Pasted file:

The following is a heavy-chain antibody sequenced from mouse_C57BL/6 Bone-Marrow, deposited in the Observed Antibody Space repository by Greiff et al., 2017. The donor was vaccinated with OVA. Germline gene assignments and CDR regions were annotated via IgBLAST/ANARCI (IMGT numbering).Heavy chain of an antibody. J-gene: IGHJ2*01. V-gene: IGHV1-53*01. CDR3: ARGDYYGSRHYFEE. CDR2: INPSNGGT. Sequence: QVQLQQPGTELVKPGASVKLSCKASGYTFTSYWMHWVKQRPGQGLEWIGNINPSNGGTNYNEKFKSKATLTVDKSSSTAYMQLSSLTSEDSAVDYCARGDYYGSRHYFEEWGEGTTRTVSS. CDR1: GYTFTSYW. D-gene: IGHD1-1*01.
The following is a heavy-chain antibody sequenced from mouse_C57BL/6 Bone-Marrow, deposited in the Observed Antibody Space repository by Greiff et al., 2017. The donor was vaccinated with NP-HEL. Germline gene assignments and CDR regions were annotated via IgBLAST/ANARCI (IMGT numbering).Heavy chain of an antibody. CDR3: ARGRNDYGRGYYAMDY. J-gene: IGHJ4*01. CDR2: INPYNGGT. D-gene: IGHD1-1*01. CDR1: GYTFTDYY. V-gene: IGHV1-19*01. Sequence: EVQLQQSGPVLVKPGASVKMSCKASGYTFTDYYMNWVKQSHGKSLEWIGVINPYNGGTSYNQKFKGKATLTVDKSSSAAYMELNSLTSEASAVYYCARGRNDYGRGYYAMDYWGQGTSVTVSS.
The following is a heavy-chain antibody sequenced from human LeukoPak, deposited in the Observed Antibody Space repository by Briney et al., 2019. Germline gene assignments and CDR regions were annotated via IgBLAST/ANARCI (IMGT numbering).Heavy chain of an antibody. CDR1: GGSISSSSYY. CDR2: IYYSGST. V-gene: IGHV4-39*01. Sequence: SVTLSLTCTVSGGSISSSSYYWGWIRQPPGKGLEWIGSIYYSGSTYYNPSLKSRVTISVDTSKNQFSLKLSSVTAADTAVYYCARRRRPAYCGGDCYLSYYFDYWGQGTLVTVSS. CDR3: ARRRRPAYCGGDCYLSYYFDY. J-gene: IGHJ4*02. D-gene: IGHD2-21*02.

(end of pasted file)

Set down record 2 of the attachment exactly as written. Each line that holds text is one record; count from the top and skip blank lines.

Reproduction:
The following is a heavy-chain antibody sequenced from mouse_C57BL/6 Bone-Marrow, deposited in the Observed Antibody Space repository by Greiff et al., 2017. The donor was vaccinated with NP-HEL. Germline gene assignments and CDR regions were annotated via IgBLAST/ANARCI (IMGT numbering).Heavy chain of an antibody. CDR3: ARGRNDYGRGYYAMDY. J-gene: IGHJ4*01. CDR2: INPYNGGT. D-gene: IGHD1-1*01. CDR1: GYTFTDYY. V-gene: IGHV1-19*01. Sequence: EVQLQQSGPVLVKPGASVKMSCKASGYTFTDYYMNWVKQSHGKSLEWIGVINPYNGGTSYNQKFKGKATLTVDKSSSAAYMELNSLTSEASAVYYCARGRNDYGRGYYAMDYWGQGTSVTVSS.